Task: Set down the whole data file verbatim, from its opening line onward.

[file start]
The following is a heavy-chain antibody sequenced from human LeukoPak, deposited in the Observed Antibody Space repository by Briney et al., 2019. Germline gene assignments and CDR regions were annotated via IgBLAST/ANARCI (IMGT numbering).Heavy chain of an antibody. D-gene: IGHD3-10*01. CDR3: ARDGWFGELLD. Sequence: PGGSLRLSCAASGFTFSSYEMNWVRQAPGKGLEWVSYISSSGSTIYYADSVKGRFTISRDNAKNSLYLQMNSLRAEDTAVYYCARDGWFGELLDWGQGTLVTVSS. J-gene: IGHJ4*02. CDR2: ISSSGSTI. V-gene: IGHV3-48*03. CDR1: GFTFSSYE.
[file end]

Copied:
The following is a heavy-chain antibody sequenced from human LeukoPak, deposited in the Observed Antibody Space repository by Briney et al., 2019. Germline gene assignments and CDR regions were annotated via IgBLAST/ANARCI (IMGT numbering).Heavy chain of an antibody. D-gene: IGHD3-10*01. CDR3: ARDGWFGELLD. Sequence: PGGSLRLSCAASGFTFSSYEMNWVRQAPGKGLEWVSYISSSGSTIYYADSVKGRFTISRDNAKNSLYLQMNSLRAEDTAVYYCARDGWFGELLDWGQGTLVTVSS. J-gene: IGHJ4*02. CDR2: ISSSGSTI. V-gene: IGHV3-48*03. CDR1: GFTFSSYE.